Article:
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29 October 2014
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The Beijing Games on the BBC
Jake Humphrey

The 2008 Beijing Olympics and Paralympics on the BBC

BBC TV team Olympic impressions

Jake Humphrey


Norwich-born Jake is best known for his range of work with CBBC, which has included everything from the live Saturday morning extravaganza The Saturday Show to Fame Academy. He also fronts the weekly Newsround spin-off, Sportsround, for which he has hosted live daily shows from the World Cup in Germany and presented at the Commonwealth Games in Melbourne.


For BBC Sport Jake has presented Football Focus, Match Of The Day and Final Score, covered the Women's World Cup from Shanghai and, most recently presented from Euro 2008. Beijing will be Jake's Olympics debut.


"For me the Olympics is quite simply the greatest sporting event in the world. It represents athletes pushing the boundaries of physical endurance, making huge sacrifices to devote their lives to one thing – becoming an Olympian.


"I am sure for many sportspeople across the globe, reaching the pinnacle of Olympic gold rates as the finest sporting achievement, making winning one even more special.


"I have many memories of the Olympics as I was growing up. The rowing and the relay finals were always 'must watch' television in the Humphrey household, the 4x100m relay had all five of us on our knees yelling at the television.


"I was fascinated by the games as a youngster, with Tony Jarrett's beaming smile never missing, despite him seeming like a serial finisher behind Colin Jackson. Kris Akabusi's double-bronze celebrations in 1992 are still very vivid in my mind.


"However, my defining Olympic memory is of Linford Christie, arms outstretched, winning gold in the 1992 Barcelona games… I'm actually having a holiday in Barcelona this year and I'm sure I'll think about that moment a lot as I wander through Las Ramblas.


"China is a fascinating place and I'm really excited about returning there. I travelled around the country for the Women's World Cup in 2007 and had an amazing time.


"It's a culture shock comparable only to a visit to one of India's big cities, I think. Everywhere is vast with motorway fly-overs criss-crossing the big cities.


"Despite my extensive travels across China, one place I didn't manage to visit was Beijing, so I'm delighted to get a chance to stay there.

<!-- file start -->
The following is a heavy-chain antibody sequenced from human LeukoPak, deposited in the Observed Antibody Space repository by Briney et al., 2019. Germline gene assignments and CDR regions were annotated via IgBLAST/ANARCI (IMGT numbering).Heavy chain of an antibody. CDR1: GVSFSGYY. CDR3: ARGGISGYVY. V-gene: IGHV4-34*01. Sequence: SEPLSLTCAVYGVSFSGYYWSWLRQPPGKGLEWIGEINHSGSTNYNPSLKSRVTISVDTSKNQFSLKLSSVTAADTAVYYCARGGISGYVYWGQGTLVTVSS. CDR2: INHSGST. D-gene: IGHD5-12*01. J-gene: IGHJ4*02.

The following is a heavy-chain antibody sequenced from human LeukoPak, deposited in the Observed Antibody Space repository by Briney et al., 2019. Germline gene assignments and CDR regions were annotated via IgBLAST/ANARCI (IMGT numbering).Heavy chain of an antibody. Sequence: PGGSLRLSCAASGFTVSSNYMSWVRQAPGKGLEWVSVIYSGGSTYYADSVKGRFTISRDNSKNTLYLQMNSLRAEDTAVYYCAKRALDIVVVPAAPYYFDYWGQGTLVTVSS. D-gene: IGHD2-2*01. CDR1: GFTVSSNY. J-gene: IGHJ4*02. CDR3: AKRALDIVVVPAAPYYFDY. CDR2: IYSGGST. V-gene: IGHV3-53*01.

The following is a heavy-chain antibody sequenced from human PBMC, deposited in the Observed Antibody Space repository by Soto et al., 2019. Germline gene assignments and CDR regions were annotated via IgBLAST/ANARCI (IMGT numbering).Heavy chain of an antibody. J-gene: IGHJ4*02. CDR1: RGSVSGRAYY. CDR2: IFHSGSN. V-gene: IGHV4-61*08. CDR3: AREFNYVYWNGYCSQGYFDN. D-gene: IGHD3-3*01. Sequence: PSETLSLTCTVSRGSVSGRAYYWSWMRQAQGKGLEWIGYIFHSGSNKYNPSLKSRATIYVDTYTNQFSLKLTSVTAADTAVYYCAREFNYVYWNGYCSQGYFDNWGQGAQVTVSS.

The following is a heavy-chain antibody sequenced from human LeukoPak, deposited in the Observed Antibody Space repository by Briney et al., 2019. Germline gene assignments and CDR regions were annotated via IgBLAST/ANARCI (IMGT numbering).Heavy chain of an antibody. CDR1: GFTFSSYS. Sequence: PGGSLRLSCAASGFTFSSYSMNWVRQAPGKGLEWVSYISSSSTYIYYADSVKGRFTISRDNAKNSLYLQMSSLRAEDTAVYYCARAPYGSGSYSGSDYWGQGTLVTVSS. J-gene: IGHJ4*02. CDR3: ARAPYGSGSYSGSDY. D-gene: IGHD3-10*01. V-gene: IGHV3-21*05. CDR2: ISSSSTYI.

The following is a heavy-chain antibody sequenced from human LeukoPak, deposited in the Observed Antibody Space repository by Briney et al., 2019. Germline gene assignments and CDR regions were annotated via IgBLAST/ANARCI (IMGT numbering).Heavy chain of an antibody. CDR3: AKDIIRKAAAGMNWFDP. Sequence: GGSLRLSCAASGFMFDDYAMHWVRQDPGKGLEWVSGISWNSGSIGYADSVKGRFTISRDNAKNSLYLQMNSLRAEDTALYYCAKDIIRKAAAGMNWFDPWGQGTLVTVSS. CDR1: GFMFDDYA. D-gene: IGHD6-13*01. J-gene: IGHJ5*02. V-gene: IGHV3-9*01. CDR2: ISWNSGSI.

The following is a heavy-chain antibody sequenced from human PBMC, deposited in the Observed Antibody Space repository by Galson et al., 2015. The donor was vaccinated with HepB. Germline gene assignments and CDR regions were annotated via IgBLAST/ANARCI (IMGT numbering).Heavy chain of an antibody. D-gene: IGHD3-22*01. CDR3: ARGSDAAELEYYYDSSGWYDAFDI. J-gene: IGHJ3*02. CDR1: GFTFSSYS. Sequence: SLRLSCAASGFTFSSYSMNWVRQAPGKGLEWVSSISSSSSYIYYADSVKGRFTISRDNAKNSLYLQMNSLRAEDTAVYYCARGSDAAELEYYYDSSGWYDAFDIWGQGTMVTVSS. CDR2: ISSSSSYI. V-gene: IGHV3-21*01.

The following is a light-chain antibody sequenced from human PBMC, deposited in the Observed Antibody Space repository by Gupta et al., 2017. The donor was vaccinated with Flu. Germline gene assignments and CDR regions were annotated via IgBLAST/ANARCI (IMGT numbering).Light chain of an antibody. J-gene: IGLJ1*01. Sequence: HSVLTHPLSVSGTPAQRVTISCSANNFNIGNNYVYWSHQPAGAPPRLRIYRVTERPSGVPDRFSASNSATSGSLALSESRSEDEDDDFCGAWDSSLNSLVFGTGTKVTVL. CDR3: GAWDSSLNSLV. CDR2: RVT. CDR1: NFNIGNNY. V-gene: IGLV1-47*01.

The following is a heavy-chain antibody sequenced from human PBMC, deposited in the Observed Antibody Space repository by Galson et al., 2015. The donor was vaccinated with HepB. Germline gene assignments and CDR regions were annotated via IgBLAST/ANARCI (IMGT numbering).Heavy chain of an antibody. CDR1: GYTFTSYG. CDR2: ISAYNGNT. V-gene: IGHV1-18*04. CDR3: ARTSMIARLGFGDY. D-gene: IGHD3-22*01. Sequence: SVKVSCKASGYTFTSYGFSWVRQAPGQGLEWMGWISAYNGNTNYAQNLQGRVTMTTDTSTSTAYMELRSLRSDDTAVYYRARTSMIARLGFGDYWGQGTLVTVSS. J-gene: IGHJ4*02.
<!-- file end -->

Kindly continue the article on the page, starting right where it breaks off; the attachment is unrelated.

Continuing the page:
"Not that I expect to have much time for sightseeing with all the events we will be covering – but rest assured that given a spare afternoon or two I will attempt to enjoy the delights Beijing has to offer… but I will choose my food carefully; on my last China trip I ended up eating a Sechzuan dish that was the hottest meal I'd ever eaten… not that the heat shocked me as much as finding out I had been nibbling on a mix of donkey and frog!


"The Games being held in Beijing is amazing for China and is a great indicator of the country's development over just the past 15 years. It has, of course, also highlighted the frustrations the rest of the world has with the Chinese regime, which may help the country move forward again in the coming years.


"One negative significance is the pollution which I can tell you from first-hand experience is very invasive. I imagine the long-distance athletes will feel it the most, and it may lead to some super-cool, streamlined pollution masks making an appearance on the track!


"I will be keeping my eyes very firmly fixed on the development of young Tom Daley, an athlete of great poise, maturity and single-minded determination.


"I've met Tom a number of times recently and it seems his talent is only matched by his relaxed modesty – something that will keep him in good stead over the coming years. It's been claimed Tom's not aiming for a medal in August… I wouldn't be so sure!


"I am very excited by the chances of medals for the Team GB cyclists and swimmers who seem on cracking form. And China have been tipped to end the US's reign as the medal table-toppers; if they do that in front of the home support it will be some party.


"I am also anticipating a spine-tingling moment if I manage to get into the Olympic Stadium one evening, under the floodlights, for one of the relay finals.


"For Britain, can Gail Emms and Nathan Robertson go one better and bag a gold? Not easy but not impossible. Tim Brabants, a star on the flatwater in his canoe bagged bronze in the Men's K1 1000m in Athens, I've high hopes for him.


"On the track I believe that Christine Ohuruogu is our best hope of a gold medal, and across the board I have really high hopes for our sailors… in fact, I'm a general romantic and optimist so will expect medals galore this year!


"Looking ahead to 2012, I live in London, I'm really proud of the city I call home and I think we will host the greatest games ever.


"I really hope everyone gets behind the staging of the Games, which is simply one of the greatest sports events imaginable. I am hoping to be involved in the presentation of London 2012 and to be covering my second games, in my home city would be indescribable … so I won't even try!


"For London it will obviously mean huge investment in the infastructure of the city, and while I realise it will cost, and cost Londoners, I genuinely believe we will live in a better city for it.


"Quite simply with the eyes of the world upon those responsible for the games they can't afford to get it wrong. Therefore, from trains to tubes, to clean, safe streets, London must improve.


"Also the free events and the flood of awesome athletes should inspire a whole generation of British Olympians.


"In the short term the encouragement and support for Team GB in 2012 may inspire them to greatness, and to see the games on their doorstep should inspire home-grown athletes for years to come."








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